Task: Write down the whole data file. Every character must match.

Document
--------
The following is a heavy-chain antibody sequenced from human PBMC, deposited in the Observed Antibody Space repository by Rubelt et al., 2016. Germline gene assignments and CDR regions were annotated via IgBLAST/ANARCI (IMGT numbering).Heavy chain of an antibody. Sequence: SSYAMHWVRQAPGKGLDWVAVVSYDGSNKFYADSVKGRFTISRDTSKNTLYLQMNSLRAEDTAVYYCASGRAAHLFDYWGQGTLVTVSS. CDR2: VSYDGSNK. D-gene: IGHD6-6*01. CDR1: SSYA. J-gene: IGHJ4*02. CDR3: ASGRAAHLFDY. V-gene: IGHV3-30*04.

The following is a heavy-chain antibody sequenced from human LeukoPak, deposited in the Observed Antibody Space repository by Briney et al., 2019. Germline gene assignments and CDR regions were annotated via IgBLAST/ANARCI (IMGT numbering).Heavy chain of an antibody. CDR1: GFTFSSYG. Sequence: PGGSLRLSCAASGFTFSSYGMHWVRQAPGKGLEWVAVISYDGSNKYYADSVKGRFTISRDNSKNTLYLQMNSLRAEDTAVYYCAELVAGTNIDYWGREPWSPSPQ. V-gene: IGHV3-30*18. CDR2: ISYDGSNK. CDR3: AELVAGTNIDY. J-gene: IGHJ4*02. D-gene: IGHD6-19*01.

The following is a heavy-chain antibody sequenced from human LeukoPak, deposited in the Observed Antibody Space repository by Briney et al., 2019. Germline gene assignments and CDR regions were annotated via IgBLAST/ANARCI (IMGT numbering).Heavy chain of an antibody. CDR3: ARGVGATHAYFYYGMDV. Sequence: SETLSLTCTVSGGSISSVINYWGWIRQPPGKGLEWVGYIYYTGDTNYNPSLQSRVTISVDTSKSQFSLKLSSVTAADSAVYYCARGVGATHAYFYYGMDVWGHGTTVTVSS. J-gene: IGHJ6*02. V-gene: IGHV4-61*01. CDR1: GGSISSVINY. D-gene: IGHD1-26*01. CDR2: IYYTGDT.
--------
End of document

The following is a heavy-chain antibody sequenced from human PBMC, deposited in the Observed Antibody Space repository by Rubelt et al., 2016. Germline gene assignments and CDR regions were annotated via IgBLAST/ANARCI (IMGT numbering).Heavy chain of an antibody. Sequence: SSYAMHWVRQAPGKGLDWVAVVSYDGSNKFYADSVKGRFTISRDTSKNTLYLQMNSLRAEDTAVYYCASGRAAHLFDYWGQGTLVTVSS. CDR2: VSYDGSNK. D-gene: IGHD6-6*01. CDR1: SSYA. J-gene: IGHJ4*02. CDR3: ASGRAAHLFDY. V-gene: IGHV3-30*04.

The following is a heavy-chain antibody sequenced from human LeukoPak, deposited in the Observed Antibody Space repository by Briney et al., 2019. Germline gene assignments and CDR regions were annotated via IgBLAST/ANARCI (IMGT numbering).Heavy chain of an antibody. CDR1: GFTFSSYG. Sequence: PGGSLRLSCAASGFTFSSYGMHWVRQAPGKGLEWVAVISYDGSNKYYADSVKGRFTISRDNSKNTLYLQMNSLRAEDTAVYYCAELVAGTNIDYWGREPWSPSPQ. V-gene: IGHV3-30*18. CDR2: ISYDGSNK. CDR3: AELVAGTNIDY. J-gene: IGHJ4*02. D-gene: IGHD6-19*01.

The following is a heavy-chain antibody sequenced from human LeukoPak, deposited in the Observed Antibody Space repository by Briney et al., 2019. Germline gene assignments and CDR regions were annotated via IgBLAST/ANARCI (IMGT numbering).Heavy chain of an antibody. CDR3: ARGVGATHAYFYYGMDV. Sequence: SETLSLTCTVSGGSISSVINYWGWIRQPPGKGLEWVGYIYYTGDTNYNPSLQSRVTISVDTSKSQFSLKLSSVTAADSAVYYCARGVGATHAYFYYGMDVWGHGTTVTVSS. J-gene: IGHJ6*02. V-gene: IGHV4-61*01. CDR1: GGSISSVINY. D-gene: IGHD1-26*01. CDR2: IYYTGDT.